To enable real-time, in-context business decisions while simplifying the IT landscape, SAP has announced the availability of the 7.4 version of the SAP Business Warehouse (SAP BW) powered by SAP HANA as part of the new in-memory data fabric architecture.
According to the vendor, the in-memory data fabric approach is key to the newest version of SAP Business Warehouse powered by SAP HANA.
“Instead of having a centralized an ‘uber warehouse’ where all the data is moved into the centralized place, and then analyzed, what we want to do is allow our customers to have a centralized place to send the queries - which is SAP HANA - and then the HANA platform virtualizes the data,” said Neil McGovern, senior director, Product & Innovation Marketing, SAP. The idea is that by simplifying data modeling, data access, data provisioning and governance in the in-memory data fabric, the new release can better support immediate, in-context, business insights.
SAP HANA ‘smart data access’ technology
This new version also leverages SAP HANA ‘smart data access’ technology to enable the end user to virtually incorporate data from any sources or systems without having to physically move the data. SAP Business Warehouse 7.4 extends the push down of data-intensive processes into SAP HANA, such as data transformations, planning and OLAP functions, thereby improving performance, delivering real-time results and making data loads faster.
A focus on three attributes - simplicity, openness, and performance
“Specifically SAP BW 7.4 powered by SAP HANA provides three key capabilities that really evolve it to an in-memory data fabric in terms of simplicity, openness, and performance,” noted Dan Kearnan, senior director, Product and Innovation Marketing, SAP.
In terms of simplification, he said, “we have created a lot of simplification within the data warehouse to make it more agile and nimble to better meet the decision-making needs across the organization. With that as the backdrop, we have done a lot of work to simplify the way that IT can source, provision, model and make available to end users the info they need when they need it.”
Second, he said, SAP BW as a data warehouse has been perceived as being suitable for customers with big investments in SAP applications such as ERP as the source of the information for the data warehouse, but SAP recognizes that the data needs to come from many different sources, both structured and unstructured, and in whatever data silo it resides. “We have done a lot of work to open up the data warehouse to much more easily take in, harmonize data from across the different data silos. We doubled down on that in BW 7.4 with the introduction of smart data access, which is a feature coming from SAP as a data platform. Smart data access allows you to virtually - not physically - access and target and then bring in data needed for analysis.”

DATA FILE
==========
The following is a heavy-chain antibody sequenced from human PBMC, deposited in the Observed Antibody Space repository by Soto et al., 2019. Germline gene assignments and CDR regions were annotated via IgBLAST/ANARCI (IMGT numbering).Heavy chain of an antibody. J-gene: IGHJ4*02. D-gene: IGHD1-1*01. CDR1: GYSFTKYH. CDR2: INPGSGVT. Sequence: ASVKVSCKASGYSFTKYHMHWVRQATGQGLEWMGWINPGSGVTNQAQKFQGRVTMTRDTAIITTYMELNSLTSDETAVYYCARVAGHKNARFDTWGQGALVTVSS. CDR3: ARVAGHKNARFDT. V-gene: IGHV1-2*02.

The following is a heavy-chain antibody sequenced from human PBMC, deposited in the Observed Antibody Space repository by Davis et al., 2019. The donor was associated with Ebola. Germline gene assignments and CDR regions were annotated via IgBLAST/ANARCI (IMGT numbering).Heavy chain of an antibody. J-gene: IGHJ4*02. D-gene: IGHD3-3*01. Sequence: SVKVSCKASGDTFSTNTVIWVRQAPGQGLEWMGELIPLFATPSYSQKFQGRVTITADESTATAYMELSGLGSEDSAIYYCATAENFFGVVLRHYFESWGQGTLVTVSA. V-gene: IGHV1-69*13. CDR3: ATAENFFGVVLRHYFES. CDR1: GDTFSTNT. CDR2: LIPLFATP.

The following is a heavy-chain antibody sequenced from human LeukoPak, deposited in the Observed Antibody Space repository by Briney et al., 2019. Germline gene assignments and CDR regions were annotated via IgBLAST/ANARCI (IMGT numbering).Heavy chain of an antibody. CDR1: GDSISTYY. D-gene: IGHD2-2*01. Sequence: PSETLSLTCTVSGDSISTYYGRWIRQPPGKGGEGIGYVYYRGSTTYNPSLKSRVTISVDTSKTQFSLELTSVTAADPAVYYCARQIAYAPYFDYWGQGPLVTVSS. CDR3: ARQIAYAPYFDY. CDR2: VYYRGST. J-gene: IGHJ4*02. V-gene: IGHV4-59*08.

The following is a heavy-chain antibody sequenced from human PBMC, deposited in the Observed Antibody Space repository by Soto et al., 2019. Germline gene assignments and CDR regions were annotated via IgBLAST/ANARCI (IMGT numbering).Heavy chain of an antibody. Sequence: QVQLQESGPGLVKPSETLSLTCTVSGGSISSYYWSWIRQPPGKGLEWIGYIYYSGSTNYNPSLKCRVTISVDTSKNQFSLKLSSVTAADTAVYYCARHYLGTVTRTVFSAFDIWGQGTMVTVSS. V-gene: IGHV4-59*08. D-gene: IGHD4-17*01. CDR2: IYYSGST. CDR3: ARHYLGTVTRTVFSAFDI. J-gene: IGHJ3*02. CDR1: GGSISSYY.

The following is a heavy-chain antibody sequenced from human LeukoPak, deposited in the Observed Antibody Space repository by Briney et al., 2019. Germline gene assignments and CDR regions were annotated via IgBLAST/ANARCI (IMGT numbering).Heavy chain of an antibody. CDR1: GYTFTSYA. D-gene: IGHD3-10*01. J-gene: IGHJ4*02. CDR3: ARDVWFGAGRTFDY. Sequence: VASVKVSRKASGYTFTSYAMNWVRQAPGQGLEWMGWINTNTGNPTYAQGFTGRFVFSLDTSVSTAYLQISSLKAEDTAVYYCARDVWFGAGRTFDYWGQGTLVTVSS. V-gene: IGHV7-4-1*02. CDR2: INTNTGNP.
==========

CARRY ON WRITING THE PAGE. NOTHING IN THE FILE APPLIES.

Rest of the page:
And lastly, Kearnan said, SAP has worked to supercharge BW so it is fast in every way possible not only in how fast you run queries but also in the ability to process complex business logic to expediate the planning process, to provision data. “Now with SAP HANA running underneath BW, a lot the complex business logic and planning logic has been pushed down into the high performance database of SAP HANA so it can do the heavy lifting and only bring the result set up into the BW application layer. This gives business users have much faster access to both new information as well as the queries that they run.”
New performance records
McGovern pointed to HANA’s Guinness World Record for the largest data warehouse as an example of the kind of performance possible now. At over 12 Petabytes, the record is three times larger than the prior record.
“This proves that the combination of HANA, and in this case SAP IQ, can store and - what is really important - with a single query, running analytics across that whole 12PB dataset. Many organizations have stored more than 12PB but the ability to access it as a single entity is really what Guinness was looking for when they were validating our claim,” said McGovern.
SAP says the scalability of the solution was also demonstrated on an Amazon Web Services-based solution that loaded 8 million rows per second on 111 SAP HANA instances using 1776 cores. The resulting queries ran in 330 mS, versus single instance performance of 250 mS, demonstrating the ability to scale massively with little impact on a per instance performance.
For more information, visit www.sap.com.